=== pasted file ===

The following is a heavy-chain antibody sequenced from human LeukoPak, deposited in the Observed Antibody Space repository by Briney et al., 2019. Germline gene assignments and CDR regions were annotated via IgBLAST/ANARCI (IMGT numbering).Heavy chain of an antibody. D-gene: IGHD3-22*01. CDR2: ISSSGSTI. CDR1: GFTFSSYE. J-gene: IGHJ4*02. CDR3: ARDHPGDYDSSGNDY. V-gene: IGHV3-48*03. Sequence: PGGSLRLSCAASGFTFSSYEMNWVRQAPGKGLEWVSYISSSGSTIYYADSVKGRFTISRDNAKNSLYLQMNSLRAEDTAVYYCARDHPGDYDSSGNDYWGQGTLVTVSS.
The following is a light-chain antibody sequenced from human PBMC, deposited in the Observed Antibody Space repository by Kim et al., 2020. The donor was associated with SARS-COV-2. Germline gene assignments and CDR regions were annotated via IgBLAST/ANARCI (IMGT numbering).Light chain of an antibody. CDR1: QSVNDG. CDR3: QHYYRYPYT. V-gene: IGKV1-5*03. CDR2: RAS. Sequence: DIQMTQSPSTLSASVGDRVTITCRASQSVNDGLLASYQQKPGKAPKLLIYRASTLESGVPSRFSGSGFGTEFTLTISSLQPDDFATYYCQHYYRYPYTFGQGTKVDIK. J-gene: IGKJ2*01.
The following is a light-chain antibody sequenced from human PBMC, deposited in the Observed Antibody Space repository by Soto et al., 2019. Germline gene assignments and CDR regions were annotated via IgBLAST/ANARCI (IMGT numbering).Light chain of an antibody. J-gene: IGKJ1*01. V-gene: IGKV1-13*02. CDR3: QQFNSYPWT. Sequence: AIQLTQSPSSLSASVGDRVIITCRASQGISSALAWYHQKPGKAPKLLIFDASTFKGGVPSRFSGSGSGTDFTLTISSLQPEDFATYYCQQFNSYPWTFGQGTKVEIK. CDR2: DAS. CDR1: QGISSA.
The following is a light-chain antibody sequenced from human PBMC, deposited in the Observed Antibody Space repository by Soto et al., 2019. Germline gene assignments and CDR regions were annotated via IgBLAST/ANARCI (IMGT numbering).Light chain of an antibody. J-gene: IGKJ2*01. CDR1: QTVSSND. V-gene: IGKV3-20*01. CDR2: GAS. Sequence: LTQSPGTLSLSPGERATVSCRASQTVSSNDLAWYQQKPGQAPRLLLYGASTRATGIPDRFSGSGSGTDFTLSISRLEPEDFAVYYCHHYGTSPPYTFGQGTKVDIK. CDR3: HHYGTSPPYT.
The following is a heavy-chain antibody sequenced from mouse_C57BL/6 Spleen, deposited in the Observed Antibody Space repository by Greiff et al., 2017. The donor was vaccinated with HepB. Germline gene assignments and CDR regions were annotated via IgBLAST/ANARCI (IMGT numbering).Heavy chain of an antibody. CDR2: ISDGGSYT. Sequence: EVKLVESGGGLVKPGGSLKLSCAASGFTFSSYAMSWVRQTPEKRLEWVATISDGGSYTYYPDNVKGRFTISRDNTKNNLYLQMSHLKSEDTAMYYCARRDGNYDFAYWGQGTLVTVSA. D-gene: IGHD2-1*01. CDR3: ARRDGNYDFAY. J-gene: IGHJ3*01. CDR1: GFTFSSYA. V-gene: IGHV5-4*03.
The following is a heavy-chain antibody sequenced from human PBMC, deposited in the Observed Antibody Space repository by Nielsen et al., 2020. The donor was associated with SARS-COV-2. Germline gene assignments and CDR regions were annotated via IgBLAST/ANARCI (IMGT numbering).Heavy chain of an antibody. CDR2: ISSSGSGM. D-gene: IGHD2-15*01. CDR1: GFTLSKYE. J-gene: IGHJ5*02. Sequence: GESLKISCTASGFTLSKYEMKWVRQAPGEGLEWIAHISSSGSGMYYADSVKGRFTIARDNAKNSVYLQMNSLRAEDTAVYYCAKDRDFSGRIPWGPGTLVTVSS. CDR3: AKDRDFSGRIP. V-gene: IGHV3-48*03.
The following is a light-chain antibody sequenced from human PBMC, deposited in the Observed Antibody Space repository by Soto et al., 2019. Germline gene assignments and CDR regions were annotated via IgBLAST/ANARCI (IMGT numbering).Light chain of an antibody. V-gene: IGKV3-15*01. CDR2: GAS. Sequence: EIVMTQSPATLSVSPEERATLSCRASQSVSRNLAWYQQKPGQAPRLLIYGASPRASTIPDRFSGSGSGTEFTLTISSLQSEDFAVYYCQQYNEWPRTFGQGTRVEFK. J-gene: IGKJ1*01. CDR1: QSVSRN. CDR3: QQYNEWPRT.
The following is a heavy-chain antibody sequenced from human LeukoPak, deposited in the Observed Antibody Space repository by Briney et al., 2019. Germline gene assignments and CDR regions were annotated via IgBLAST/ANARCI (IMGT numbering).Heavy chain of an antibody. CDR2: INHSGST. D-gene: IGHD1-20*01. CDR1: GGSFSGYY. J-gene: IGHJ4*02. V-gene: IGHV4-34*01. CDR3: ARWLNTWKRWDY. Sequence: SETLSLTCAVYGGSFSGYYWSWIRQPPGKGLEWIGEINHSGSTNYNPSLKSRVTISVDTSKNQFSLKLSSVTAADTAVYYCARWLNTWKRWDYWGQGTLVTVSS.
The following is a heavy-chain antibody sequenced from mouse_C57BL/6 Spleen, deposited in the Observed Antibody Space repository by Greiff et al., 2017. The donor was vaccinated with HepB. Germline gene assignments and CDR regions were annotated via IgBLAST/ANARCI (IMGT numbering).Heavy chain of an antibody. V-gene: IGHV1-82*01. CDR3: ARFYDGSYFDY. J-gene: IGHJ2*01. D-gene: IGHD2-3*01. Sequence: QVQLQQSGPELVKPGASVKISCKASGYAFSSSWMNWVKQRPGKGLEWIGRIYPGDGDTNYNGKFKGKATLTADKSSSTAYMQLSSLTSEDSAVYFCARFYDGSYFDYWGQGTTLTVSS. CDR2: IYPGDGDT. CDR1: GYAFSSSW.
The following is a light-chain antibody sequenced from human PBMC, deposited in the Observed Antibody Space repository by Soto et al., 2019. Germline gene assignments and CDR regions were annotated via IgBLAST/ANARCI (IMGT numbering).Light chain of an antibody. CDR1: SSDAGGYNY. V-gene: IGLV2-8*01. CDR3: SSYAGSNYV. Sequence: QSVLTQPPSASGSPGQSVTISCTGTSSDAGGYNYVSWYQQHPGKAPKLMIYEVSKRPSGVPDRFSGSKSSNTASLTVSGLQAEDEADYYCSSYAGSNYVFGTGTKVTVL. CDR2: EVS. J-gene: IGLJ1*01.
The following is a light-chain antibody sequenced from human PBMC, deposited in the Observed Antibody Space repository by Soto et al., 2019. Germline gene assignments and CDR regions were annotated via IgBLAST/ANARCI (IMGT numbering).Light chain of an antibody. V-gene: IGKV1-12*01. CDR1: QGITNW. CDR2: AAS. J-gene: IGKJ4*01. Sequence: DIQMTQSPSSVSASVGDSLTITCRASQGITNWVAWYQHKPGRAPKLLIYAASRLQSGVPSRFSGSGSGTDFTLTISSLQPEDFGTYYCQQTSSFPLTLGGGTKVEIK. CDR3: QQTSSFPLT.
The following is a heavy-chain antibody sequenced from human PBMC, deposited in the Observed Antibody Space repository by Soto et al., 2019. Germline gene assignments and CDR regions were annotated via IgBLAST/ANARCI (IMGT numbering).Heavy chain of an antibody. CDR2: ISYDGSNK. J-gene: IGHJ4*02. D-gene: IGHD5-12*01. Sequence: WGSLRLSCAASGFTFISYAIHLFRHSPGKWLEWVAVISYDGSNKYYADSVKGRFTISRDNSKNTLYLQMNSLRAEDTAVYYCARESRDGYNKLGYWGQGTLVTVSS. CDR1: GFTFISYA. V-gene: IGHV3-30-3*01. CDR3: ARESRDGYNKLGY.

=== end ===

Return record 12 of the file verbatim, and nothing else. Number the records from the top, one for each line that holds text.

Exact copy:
The following is a heavy-chain antibody sequenced from human PBMC, deposited in the Observed Antibody Space repository by Soto et al., 2019. Germline gene assignments and CDR regions were annotated via IgBLAST/ANARCI (IMGT numbering).Heavy chain of an antibody. CDR2: ISYDGSNK. J-gene: IGHJ4*02. D-gene: IGHD5-12*01. Sequence: WGSLRLSCAASGFTFISYAIHLFRHSPGKWLEWVAVISYDGSNKYYADSVKGRFTISRDNSKNTLYLQMNSLRAEDTAVYYCARESRDGYNKLGYWGQGTLVTVSS. CDR1: GFTFISYA. V-gene: IGHV3-30-3*01. CDR3: ARESRDGYNKLGY.